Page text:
by Adam Reger
I am late to the scene, as usual, but this past Monday night my Philadelphia Eagles lambasted the Washington football club with the racist team name to the tune of 59-28. (Although Washington’s 28 is slightly misleading because the Eagles were up 35-0 before Washington did anything at all.) They set a bunch of team records, and their 45 first-half points were the most by a visiting team in one half in the history of the NFL.
Moreover, this was an intra-divisional match-up, a rivalry game, and it followed Washington’s 17-12 win over the Eagles on their home turf (which caused me to stop blogging about the Eagles, after this overconfident blog post prior to the game).
So you’ll understand when I say that watching this game was very, very sweet. Nick Paumgarten of The New Yorker wrote on the website about missing the first quarter of play, but this summed it up: “As an Eagles fan—as a fan of anything—you don’t get many moments of unadulterated bliss.” That’s what this was, from that first, 88-yard touchdown strike to the last touchdown, an interception returned forty yards for a touchdown by the rising star Dimitri Patterson (who also helped shut down Reggie Wayne and the Indianapolis Colts).
Interestingly, a moral or at least an emotional dimension of the game has emerged since the final gun sounded. During the broadcast, there were a few shots of pre-game scuffling between the teams, in particular Washington safety LaRon Landry jawing with Eagles wide receiver DeSean Jackson. It’s since come out that Landry and cornerback DeAngelo Hall taunted Jackson, who missed a game three weeks ago with a concussion, by making “go to sleep” gestures. (As in, you know, we’re going to knock you out.) And Eagles center Mike McGlynn has accused Landry of spitting in his face during point-after attempts.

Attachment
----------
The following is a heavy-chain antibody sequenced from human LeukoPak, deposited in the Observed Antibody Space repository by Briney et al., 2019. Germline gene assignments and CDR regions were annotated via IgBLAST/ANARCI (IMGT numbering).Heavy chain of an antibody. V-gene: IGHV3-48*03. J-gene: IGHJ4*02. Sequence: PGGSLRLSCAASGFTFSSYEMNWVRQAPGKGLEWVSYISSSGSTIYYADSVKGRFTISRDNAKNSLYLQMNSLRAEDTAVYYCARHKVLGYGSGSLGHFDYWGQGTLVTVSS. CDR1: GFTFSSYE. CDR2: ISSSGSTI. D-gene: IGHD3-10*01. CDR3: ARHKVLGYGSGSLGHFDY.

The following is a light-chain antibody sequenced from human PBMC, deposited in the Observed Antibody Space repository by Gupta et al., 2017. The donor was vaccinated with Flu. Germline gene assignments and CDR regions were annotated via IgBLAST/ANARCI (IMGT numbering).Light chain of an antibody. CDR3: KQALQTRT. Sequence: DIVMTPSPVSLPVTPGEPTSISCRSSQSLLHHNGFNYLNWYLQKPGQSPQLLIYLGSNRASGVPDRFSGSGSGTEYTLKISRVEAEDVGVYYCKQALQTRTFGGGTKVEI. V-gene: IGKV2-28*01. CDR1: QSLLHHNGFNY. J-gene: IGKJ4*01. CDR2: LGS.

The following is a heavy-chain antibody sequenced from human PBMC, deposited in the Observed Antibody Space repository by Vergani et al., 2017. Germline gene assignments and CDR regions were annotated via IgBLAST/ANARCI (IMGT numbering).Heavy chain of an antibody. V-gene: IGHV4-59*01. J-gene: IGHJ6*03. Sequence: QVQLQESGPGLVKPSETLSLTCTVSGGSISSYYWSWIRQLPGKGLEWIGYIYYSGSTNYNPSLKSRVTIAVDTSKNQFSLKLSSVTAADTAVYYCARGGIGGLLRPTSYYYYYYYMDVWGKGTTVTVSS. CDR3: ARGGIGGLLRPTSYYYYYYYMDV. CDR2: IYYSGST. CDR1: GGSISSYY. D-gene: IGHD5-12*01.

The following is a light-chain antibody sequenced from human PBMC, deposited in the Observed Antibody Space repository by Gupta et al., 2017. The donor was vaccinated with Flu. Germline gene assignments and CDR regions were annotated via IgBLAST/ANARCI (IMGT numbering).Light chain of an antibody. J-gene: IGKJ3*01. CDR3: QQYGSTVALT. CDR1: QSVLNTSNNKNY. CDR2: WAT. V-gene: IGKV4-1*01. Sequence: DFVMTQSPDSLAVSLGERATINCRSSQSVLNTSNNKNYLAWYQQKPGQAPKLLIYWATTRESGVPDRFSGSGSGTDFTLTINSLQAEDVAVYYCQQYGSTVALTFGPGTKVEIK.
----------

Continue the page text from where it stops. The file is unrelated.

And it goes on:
The spitting thing may be bogus, though the NFL is investigating, but I haven’t heard anyone dispute the “go to sleep” taunts. Various Eagles have as much as said that the pre-game taunting fired them up. It’s just piling on at this point to say that Washington deserved the drubbing in some sense, but it is an interesting case of bad behavior being punished directly on the field.
And it ties in interestingly, if maybe tangentially, to the whole Michael Vick storyline. I tend to think that what I’ve heard of commentators drawing in his dog fighting crimes, and the difficult ethics of rooting for a convict, are a bit of a stretch. My feeling is that he did his time, and that to continue to say “Yes, but . . .” sort of undermines the idea that we can be rehabilitated. (Although I suppose that, if the narrative being spun by sports commentators is that Vick is on a road of redemption, calling back to his misdeeds is perhaps fair enough.) But I mention this just to acknowledge it; you’d have to be pretty dense to talk about justice, and bad guys getting theirs, when the avenger himself has a pretty spotty past.